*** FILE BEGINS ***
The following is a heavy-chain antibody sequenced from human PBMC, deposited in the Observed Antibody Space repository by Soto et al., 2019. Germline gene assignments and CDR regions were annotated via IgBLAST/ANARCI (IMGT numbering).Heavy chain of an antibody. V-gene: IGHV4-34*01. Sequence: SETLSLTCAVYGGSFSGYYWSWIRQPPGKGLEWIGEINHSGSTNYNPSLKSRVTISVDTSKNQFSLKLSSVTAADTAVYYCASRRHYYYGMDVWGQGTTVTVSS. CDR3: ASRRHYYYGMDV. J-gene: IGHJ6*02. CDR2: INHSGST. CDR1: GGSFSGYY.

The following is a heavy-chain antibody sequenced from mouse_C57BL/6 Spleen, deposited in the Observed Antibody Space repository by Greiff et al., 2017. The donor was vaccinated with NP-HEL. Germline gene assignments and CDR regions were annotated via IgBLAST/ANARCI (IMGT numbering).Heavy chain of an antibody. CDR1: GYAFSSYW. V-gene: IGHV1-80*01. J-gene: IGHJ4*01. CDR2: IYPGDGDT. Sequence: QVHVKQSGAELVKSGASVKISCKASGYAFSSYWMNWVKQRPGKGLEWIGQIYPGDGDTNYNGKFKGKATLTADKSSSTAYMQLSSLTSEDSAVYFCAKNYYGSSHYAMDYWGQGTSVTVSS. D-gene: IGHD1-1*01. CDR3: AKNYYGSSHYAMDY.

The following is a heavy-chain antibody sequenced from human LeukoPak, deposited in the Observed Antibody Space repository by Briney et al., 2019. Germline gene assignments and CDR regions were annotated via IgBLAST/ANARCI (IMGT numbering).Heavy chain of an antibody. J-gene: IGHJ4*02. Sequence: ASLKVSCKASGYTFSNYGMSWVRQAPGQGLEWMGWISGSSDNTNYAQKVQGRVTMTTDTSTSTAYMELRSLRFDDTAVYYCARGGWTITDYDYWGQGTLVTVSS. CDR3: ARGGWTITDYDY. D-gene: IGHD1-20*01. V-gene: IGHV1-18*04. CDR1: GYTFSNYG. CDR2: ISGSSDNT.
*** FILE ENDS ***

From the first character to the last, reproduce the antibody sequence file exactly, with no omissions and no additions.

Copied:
The following is a heavy-chain antibody sequenced from human PBMC, deposited in the Observed Antibody Space repository by Soto et al., 2019. Germline gene assignments and CDR regions were annotated via IgBLAST/ANARCI (IMGT numbering).Heavy chain of an antibody. V-gene: IGHV4-34*01. Sequence: SETLSLTCAVYGGSFSGYYWSWIRQPPGKGLEWIGEINHSGSTNYNPSLKSRVTISVDTSKNQFSLKLSSVTAADTAVYYCASRRHYYYGMDVWGQGTTVTVSS. CDR3: ASRRHYYYGMDV. J-gene: IGHJ6*02. CDR2: INHSGST. CDR1: GGSFSGYY.

The following is a heavy-chain antibody sequenced from mouse_C57BL/6 Spleen, deposited in the Observed Antibody Space repository by Greiff et al., 2017. The donor was vaccinated with NP-HEL. Germline gene assignments and CDR regions were annotated via IgBLAST/ANARCI (IMGT numbering).Heavy chain of an antibody. CDR1: GYAFSSYW. V-gene: IGHV1-80*01. J-gene: IGHJ4*01. CDR2: IYPGDGDT. Sequence: QVHVKQSGAELVKSGASVKISCKASGYAFSSYWMNWVKQRPGKGLEWIGQIYPGDGDTNYNGKFKGKATLTADKSSSTAYMQLSSLTSEDSAVYFCAKNYYGSSHYAMDYWGQGTSVTVSS. D-gene: IGHD1-1*01. CDR3: AKNYYGSSHYAMDY.

The following is a heavy-chain antibody sequenced from human LeukoPak, deposited in the Observed Antibody Space repository by Briney et al., 2019. Germline gene assignments and CDR regions were annotated via IgBLAST/ANARCI (IMGT numbering).Heavy chain of an antibody. J-gene: IGHJ4*02. Sequence: ASLKVSCKASGYTFSNYGMSWVRQAPGQGLEWMGWISGSSDNTNYAQKVQGRVTMTTDTSTSTAYMELRSLRFDDTAVYYCARGGWTITDYDYWGQGTLVTVSS. CDR3: ARGGWTITDYDY. D-gene: IGHD1-20*01. V-gene: IGHV1-18*04. CDR1: GYTFSNYG. CDR2: ISGSSDNT.